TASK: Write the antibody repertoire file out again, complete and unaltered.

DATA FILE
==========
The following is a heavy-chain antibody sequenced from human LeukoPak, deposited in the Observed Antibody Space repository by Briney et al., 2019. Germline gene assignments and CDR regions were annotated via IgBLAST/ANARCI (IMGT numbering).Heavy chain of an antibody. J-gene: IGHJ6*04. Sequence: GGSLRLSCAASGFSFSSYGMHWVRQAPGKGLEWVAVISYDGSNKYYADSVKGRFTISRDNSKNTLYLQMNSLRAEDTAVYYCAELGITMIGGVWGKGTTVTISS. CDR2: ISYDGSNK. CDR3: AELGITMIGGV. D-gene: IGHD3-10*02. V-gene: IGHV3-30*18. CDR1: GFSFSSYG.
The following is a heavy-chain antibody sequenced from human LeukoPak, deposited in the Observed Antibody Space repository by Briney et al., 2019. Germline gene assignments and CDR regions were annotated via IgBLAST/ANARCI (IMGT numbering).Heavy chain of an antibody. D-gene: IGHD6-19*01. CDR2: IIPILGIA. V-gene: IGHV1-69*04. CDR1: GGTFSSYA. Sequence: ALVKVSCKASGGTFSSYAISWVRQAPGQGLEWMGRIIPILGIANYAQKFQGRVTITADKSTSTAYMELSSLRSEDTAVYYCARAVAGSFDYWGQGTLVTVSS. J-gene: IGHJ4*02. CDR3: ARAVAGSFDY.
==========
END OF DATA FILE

The following is a heavy-chain antibody sequenced from human LeukoPak, deposited in the Observed Antibody Space repository by Briney et al., 2019. Germline gene assignments and CDR regions were annotated via IgBLAST/ANARCI (IMGT numbering).Heavy chain of an antibody. J-gene: IGHJ6*04. Sequence: GGSLRLSCAASGFSFSSYGMHWVRQAPGKGLEWVAVISYDGSNKYYADSVKGRFTISRDNSKNTLYLQMNSLRAEDTAVYYCAELGITMIGGVWGKGTTVTISS. CDR2: ISYDGSNK. CDR3: AELGITMIGGV. D-gene: IGHD3-10*02. V-gene: IGHV3-30*18. CDR1: GFSFSSYG.
The following is a heavy-chain antibody sequenced from human LeukoPak, deposited in the Observed Antibody Space repository by Briney et al., 2019. Germline gene assignments and CDR regions were annotated via IgBLAST/ANARCI (IMGT numbering).Heavy chain of an antibody. D-gene: IGHD6-19*01. CDR2: IIPILGIA. V-gene: IGHV1-69*04. CDR1: GGTFSSYA. Sequence: ALVKVSCKASGGTFSSYAISWVRQAPGQGLEWMGRIIPILGIANYAQKFQGRVTITADKSTSTAYMELSSLRSEDTAVYYCARAVAGSFDYWGQGTLVTVSS. J-gene: IGHJ4*02. CDR3: ARAVAGSFDY.